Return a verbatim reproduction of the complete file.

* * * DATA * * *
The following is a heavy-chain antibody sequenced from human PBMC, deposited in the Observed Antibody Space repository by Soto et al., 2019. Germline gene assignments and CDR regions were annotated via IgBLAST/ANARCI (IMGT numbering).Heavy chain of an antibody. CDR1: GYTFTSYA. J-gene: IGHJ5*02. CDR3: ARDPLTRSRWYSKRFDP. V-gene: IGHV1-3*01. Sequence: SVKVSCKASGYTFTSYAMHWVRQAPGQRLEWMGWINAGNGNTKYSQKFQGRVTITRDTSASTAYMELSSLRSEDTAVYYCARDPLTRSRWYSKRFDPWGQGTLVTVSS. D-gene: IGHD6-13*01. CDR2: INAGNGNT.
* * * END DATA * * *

The following is a heavy-chain antibody sequenced from human PBMC, deposited in the Observed Antibody Space repository by Soto et al., 2019. Germline gene assignments and CDR regions were annotated via IgBLAST/ANARCI (IMGT numbering).Heavy chain of an antibody. CDR1: GYTFTSYA. J-gene: IGHJ5*02. CDR3: ARDPLTRSRWYSKRFDP. V-gene: IGHV1-3*01. Sequence: SVKVSCKASGYTFTSYAMHWVRQAPGQRLEWMGWINAGNGNTKYSQKFQGRVTITRDTSASTAYMELSSLRSEDTAVYYCARDPLTRSRWYSKRFDPWGQGTLVTVSS. D-gene: IGHD6-13*01. CDR2: INAGNGNT.